EACH ONE TEACH ONE

UP AND OUT OF POVERTY: MEMOIRS OF A STREET ACTIVIST

A memoir recounting the struggles of a black Puerto Rican activist who helps others trapped, as he once was, in cycles of poverty, addiction, and homelessness. Casanova, vice president of the National Union of the Homeless and editor of the Union of the Homeless National News, shares two stories: his personal account of growing up in orphanages, on city streets, in detention centers and prisons; and the contemporary struggles of the homeless, especially on the Lower East Side of Manhattan. What emerges is a perturbing portrait of a callous, inefficient bureaucracy. The memoir's strength is its detailed indictment of various so-called ``helping'' institutions. Particularly disturbing is Casanova's depiction of Matteawan State Hospital, where he spent part of his adolescence, and where he witnessed mentally ill patients being routinely beaten, drugged, and placed in straitjackets by sadistic correction officers. Casanova was 16 when he saw officers ``take a patient, wrap towels around his neck . . . and drag him down the long ward until he was dead.'' He asserts that incompetent doctors were also responsible for many deaths, which were routinely dismissed as heart failures. Casanova's negative experiences taught him that ``all institutions tend to want you to remain dependent on them.'' He lashes out at the welfare system, aspects of Christianity and its various institutions, as well as left-liberal politicians. There is nothing one can depend on, Casanova concludes, other than oneself. Diagnosed as HIV-positive at age 51, Casanova sees his task—and that of all true activists and social workers—as not just feeding people, but providing them with the tools to feed themselves. Many institutions, and American society in general, are indicted in this angry memoir for failing to do that. Though the prose is often lackluster, this is a valuable firsthand account of a street survivor's harrowing experiences. (Author tour)

Pub Date: Sept. 1, 1996

ISBN: 1-880684-37-3

Page Count: 260

Publisher: Curbstone Press

Review Posted Online: May 20, 2010

Kirkus Reviews Issue: July 15, 1996

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If the authors are serious, this is a silly, distasteful book. If they are not, it’s a brilliant satire.

THE 48 LAWS OF POWER

The authors have created a sort of anti-Book of Virtues in this encyclopedic compendium of the ways and means of power.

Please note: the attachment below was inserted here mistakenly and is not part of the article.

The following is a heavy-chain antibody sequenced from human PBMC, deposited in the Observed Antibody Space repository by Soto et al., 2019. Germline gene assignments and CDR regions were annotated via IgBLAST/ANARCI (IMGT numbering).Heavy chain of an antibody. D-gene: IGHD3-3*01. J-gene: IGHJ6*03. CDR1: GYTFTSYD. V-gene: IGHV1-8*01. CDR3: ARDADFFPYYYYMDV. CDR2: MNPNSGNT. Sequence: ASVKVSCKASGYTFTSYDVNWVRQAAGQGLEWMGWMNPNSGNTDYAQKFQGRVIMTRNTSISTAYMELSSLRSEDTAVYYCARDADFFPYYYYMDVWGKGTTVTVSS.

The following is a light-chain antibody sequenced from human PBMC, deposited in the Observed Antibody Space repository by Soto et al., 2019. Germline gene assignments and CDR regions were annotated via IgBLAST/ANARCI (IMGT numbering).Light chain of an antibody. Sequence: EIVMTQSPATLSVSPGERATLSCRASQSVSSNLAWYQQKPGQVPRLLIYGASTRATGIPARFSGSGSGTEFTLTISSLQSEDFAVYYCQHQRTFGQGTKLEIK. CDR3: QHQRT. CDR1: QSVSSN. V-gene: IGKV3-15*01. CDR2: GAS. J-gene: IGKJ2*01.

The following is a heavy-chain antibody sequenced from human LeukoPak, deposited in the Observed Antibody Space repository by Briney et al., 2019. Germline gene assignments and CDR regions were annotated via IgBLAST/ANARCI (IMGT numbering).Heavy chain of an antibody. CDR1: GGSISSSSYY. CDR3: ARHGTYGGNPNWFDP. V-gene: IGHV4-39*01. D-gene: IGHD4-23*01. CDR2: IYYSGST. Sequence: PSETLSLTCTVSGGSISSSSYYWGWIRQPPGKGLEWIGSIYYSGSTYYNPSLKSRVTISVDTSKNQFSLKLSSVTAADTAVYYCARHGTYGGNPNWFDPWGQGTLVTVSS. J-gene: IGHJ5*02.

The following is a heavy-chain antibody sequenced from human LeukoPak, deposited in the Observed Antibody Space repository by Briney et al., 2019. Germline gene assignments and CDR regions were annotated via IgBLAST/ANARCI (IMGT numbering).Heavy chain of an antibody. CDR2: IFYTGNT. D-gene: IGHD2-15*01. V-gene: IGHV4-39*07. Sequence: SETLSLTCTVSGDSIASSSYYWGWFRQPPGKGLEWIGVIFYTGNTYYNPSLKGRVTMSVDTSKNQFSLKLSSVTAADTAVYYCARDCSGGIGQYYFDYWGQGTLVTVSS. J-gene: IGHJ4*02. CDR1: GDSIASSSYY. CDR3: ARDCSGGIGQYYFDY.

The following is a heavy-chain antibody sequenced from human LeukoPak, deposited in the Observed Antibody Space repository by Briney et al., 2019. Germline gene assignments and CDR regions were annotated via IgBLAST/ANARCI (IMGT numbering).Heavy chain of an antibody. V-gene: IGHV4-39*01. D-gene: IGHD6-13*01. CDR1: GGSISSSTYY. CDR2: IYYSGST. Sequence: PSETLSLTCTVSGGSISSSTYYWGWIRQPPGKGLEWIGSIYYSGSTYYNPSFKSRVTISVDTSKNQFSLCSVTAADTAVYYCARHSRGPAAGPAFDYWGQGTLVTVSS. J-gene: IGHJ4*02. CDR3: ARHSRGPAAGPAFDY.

Everyone wants power and everyone is in a constant duplicitous game to gain more power at the expense of others, according to Greene, a screenwriter and former editor at Esquire (Elffers, a book packager, designed the volume, with its attractive marginalia). We live today as courtiers once did in royal courts: we must appear civil while attempting to crush all those around us. This power game can be played well or poorly, and in these 48 laws culled from the history and wisdom of the world’s greatest power players are the rules that must be followed to win. These laws boil down to being as ruthless, selfish, manipulative, and deceitful as possible. Each law, however, gets its own chapter: “Conceal Your Intentions,” “Always Say Less Than Necessary,” “Pose as a Friend, Work as a Spy,” and so on. Each chapter is conveniently broken down into sections on what happened to those who transgressed or observed the particular law, the key elements in this law, and ways to defensively reverse this law when it’s used against you. Quotations in the margins amplify the lesson being taught. While compelling in the way an auto accident might be, the book is simply nonsense. Rules often contradict each other. We are told, for instance, to “be conspicuous at all cost,” then told to “behave like others.” More seriously, Greene never really defines “power,” and he merely asserts, rather than offers evidence for, the Hobbesian world of all against all in which he insists we live. The world may be like this at times, but often it isn’t. To ask why this is so would be a far more useful project.

If the authors are serious, this is a silly, distasteful book. If they are not, it’s a brilliant satire.

Pub Date: Sept. 1, 1998

ISBN: 0-670-88146-5

Page Count: 430

Publisher: Viking

Review Posted Online: May 20, 2010

Kirkus Reviews Issue: July 15, 1998

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The author's youthfulness helps to assure the inevitable comparison with the Anne Frank diary although over and above the...

NIGHT

Elie Wiesel spent his early years in a small Transylvanian town as one of four children. 

He was the only one of the family to survive what Francois Maurois, in his introduction, calls the "human holocaust" of the persecution of the Jews, which began with the restrictions, the singularization of the yellow star, the enclosure within the ghetto, and went on to the mass deportations to the ovens of Auschwitz and Buchenwald. There are unforgettable and horrifying scenes here in this spare and sombre memoir of this experience of the hanging of a child, of his first farewell with his father who leaves him an inheritance of a knife and a spoon, and of his last goodbye at Buchenwald his father's corpse is already cold let alone the long months of survival under unconscionable conditions. 

The author's youthfulness helps to assure the inevitable comparison with the Anne Frank diary although over and above the sphere of suffering shared, and in this case extended to the death march itself, there is no spiritual or emotional legacy here to offset any reader reluctance.

Pub Date: Jan. 16, 2006

ISBN: 0374500010

Page Count: 120

Publisher: Hill & Wang

Review Posted Online: Oct. 7, 2011

Kirkus Reviews Issue: Jan. 15, 2006

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